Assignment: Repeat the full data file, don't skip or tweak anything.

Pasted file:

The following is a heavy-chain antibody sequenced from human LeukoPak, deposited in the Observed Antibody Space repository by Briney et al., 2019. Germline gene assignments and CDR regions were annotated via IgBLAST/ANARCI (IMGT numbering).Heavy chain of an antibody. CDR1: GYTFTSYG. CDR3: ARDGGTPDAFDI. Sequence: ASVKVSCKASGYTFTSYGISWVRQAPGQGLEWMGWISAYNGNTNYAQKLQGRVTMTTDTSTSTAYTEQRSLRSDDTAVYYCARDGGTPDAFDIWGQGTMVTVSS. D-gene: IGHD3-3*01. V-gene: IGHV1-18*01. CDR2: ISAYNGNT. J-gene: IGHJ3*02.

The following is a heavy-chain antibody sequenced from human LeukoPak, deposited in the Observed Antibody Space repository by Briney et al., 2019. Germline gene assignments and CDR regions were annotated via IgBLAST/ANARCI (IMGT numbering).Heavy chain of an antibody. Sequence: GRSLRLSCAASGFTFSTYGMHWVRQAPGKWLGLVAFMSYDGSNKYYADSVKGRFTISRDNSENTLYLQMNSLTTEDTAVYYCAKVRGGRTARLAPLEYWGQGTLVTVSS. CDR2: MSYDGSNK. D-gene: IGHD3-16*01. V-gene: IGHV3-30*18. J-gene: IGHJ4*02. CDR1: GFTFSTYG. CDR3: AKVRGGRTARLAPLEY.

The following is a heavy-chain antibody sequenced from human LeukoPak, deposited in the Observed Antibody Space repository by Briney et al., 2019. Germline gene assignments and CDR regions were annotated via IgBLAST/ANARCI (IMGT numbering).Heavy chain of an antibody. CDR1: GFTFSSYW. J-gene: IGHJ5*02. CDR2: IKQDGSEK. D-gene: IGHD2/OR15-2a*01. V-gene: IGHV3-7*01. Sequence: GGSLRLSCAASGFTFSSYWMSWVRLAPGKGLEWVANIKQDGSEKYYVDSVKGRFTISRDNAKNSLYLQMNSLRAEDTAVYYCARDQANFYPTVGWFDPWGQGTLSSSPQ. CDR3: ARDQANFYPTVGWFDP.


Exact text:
The following is a heavy-chain antibody sequenced from human LeukoPak, deposited in the Observed Antibody Space repository by Briney et al., 2019. Germline gene assignments and CDR regions were annotated via IgBLAST/ANARCI (IMGT numbering).Heavy chain of an antibody. CDR1: GYTFTSYG. CDR3: ARDGGTPDAFDI. Sequence: ASVKVSCKASGYTFTSYGISWVRQAPGQGLEWMGWISAYNGNTNYAQKLQGRVTMTTDTSTSTAYTEQRSLRSDDTAVYYCARDGGTPDAFDIWGQGTMVTVSS. D-gene: IGHD3-3*01. V-gene: IGHV1-18*01. CDR2: ISAYNGNT. J-gene: IGHJ3*02.

The following is a heavy-chain antibody sequenced from human LeukoPak, deposited in the Observed Antibody Space repository by Briney et al., 2019. Germline gene assignments and CDR regions were annotated via IgBLAST/ANARCI (IMGT numbering).Heavy chain of an antibody. Sequence: GRSLRLSCAASGFTFSTYGMHWVRQAPGKWLGLVAFMSYDGSNKYYADSVKGRFTISRDNSENTLYLQMNSLTTEDTAVYYCAKVRGGRTARLAPLEYWGQGTLVTVSS. CDR2: MSYDGSNK. D-gene: IGHD3-16*01. V-gene: IGHV3-30*18. J-gene: IGHJ4*02. CDR1: GFTFSTYG. CDR3: AKVRGGRTARLAPLEY.

The following is a heavy-chain antibody sequenced from human LeukoPak, deposited in the Observed Antibody Space repository by Briney et al., 2019. Germline gene assignments and CDR regions were annotated via IgBLAST/ANARCI (IMGT numbering).Heavy chain of an antibody. CDR1: GFTFSSYW. J-gene: IGHJ5*02. CDR2: IKQDGSEK. D-gene: IGHD2/OR15-2a*01. V-gene: IGHV3-7*01. Sequence: GGSLRLSCAASGFTFSSYWMSWVRLAPGKGLEWVANIKQDGSEKYYVDSVKGRFTISRDNAKNSLYLQMNSLRAEDTAVYYCARDQANFYPTVGWFDPWGQGTLSSSPQ. CDR3: ARDQANFYPTVGWFDP.